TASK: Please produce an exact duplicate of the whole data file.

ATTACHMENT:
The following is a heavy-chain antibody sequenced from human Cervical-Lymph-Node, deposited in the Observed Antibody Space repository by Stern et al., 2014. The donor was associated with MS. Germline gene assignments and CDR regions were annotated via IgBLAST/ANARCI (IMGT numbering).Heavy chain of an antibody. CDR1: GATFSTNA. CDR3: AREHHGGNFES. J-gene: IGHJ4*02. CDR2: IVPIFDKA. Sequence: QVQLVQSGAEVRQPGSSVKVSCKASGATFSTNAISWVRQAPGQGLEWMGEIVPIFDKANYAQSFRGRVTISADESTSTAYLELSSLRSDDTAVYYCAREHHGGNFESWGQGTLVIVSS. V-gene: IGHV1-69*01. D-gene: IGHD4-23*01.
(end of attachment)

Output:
The following is a heavy-chain antibody sequenced from human Cervical-Lymph-Node, deposited in the Observed Antibody Space repository by Stern et al., 2014. The donor was associated with MS. Germline gene assignments and CDR regions were annotated via IgBLAST/ANARCI (IMGT numbering).Heavy chain of an antibody. CDR1: GATFSTNA. CDR3: AREHHGGNFES. J-gene: IGHJ4*02. CDR2: IVPIFDKA. Sequence: QVQLVQSGAEVRQPGSSVKVSCKASGATFSTNAISWVRQAPGQGLEWMGEIVPIFDKANYAQSFRGRVTISADESTSTAYLELSSLRSDDTAVYYCAREHHGGNFESWGQGTLVIVSS. V-gene: IGHV1-69*01. D-gene: IGHD4-23*01.